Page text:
You waited for Friday night to come around. There were some weeks when it arrived in nothing flat and the other weeks when you’d nearly give up on it arriving at all. You’d have the cows milked a bit early, shave, dress and when your father looked up from staring into the coals in the fireplace he’d say, “Are you goin’ out then?” Rather than risk argument, you’d remain silent, just nodding and holding your hand out for the ten-bob note that he eventually had agreed to give you. A grunt would serve as acknowledgement, then off with you into the fading light for the two mile walk to the village chewing on a pig’s cheek by way of dinner. Within a mile the collar stud might be biting into your throat and you’d curse yourself for not leaving it out until you reached your destination. The old fella’s greatcoat from the war kept the mist off your brown pinstripe suit. The cloth cap you bought on your first and last trip to Dublin nine years ago kept your head dry.
The walk was distinguishable by its sameness. You’d hear the pigs in Conway’s byre as you passed or the curlews hiding in the fields. The grass was always either wispy green or yellow mown. The few trees were the only evergreen fixtures and the roadside hedges either boasted their berries or they didn’t. Only the colour of the sky changed with the seasons, offering a thousand different insinuations of greyness. The Galtee mountains seemed closer than they were – a sure sign of foul weather on the way. The peak of Galteemore was lost in the clouds, like a tired old man had pulled the blankets up over his head to keep the day away. The roadway waltzed down the contours of the slope, helping you along your way for the inward journey at least.
You’d join the single street at the schoolhouse where you, your father and his father had learned the rudiments – though you grandfather’s brother had to find a hedge school during the Penal Days. Master O’Dowd had great hopes for you to do the scholarship for Maynooth Seminary but you were the youngest, the only one left to carry on the farm. You’d get into Trinity College, he used to say, if they only allowed Catholics. That used to spark a few daydreams alright; walking through the great gates of Trinity like Goldsmith, Wilde, and Tolstoy. The tall creamery building marked the far end of the unusually broad street but the church dominated all from its central position. It went beyond dominating just the geography in its mission into the minds and souls of the locals. It was down this street that Liam Hanlon was dragged by his bound feet behind an army truck before the British major administered the coup de grâce to what was left of his barely conscious body. You were there watching with your father because attendance was compulsory for all above school age. One of the rules of colonisation – educate them young. All you can remember was panicking in the press of bodies but later in Biddy Hanlon’s kitchen you heard your first swear words: “Fuckin’ Black’n’Tans.”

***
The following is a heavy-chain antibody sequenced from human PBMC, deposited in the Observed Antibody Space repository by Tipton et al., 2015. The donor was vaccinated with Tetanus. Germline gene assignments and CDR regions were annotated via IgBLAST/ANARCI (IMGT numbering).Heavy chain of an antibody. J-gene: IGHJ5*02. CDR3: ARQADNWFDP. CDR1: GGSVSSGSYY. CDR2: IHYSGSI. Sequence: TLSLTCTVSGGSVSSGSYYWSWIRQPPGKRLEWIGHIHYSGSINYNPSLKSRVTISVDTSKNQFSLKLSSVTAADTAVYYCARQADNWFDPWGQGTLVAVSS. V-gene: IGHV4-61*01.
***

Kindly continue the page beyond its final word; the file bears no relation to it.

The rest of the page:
Gallagher’s Bar sat on the corner of the narrow Bog Road next to Gallagher’s Undertakers and Gallagher’s Motors. The friendly smoke rising from the chimney signalled the end of your journey as you grasped the brass handle and thumbed the latch, pushing the door open. The indoor fog was a fusion of tobacco and turf and the smell of both hit you like a punch after a week in the clean breath of the hillside. Mary Brigid would start pouring your pint as if intuitive to your presence and by the time you reached the counter after exchanging some greetings, her broad smile was lifting your mood. She placed the pint of stout in front of you, today making the annual declaration she remarkably had for every regular patron –
“Happy birthday a chara – have this one on the house.”
“What age have you these days,” Francis Xavier O’Neill’s lilting voice enquired.
“Does it matter as long as I have the strength of a horse?”
“…and the prick to go with it”, whispered some wit – to ribald guffawing.
“’Tis grand to have your health alright,” would be followed by concurrent indications of agreement.
“Will it rain for the mowin’?” This from Dan Hartigan to nobody in particular.
“Nary a drop.” Ned Flannery, certainty in his brevity.
“The hills are looking close,” you advised in a tone suggestive of deep insight.
Old Finbar Roach over by the fireplace picked up his button accordion and drew a discordant moan into the bellows as conversation dipped to a lower pitch. He fingered the opening notes of a lament for lost love and by the time he finished, the pub had become as silent as the parish graveyard. For some, reflective periods of varied emotional depths passed before they rejoined the conversation. You took longest of all because you feared that your larynx would betray your memories of the girl who couldn’t wait for you as she rushed to embrace her passion for life in places far beyond the village.
More pints followed, jigs were demanded of Old Finbar and the night passed as quickly as the foot-tapping on the floorboards until Mary Bridget called, “Time” and all present said their goodbyes and made their way outside at intervals, instinct pointing all towards their scattered homes. You faced the dark road thinking that next birthday, your sixtieth, might be better – maybe something like that visit to Dublin nine years ago.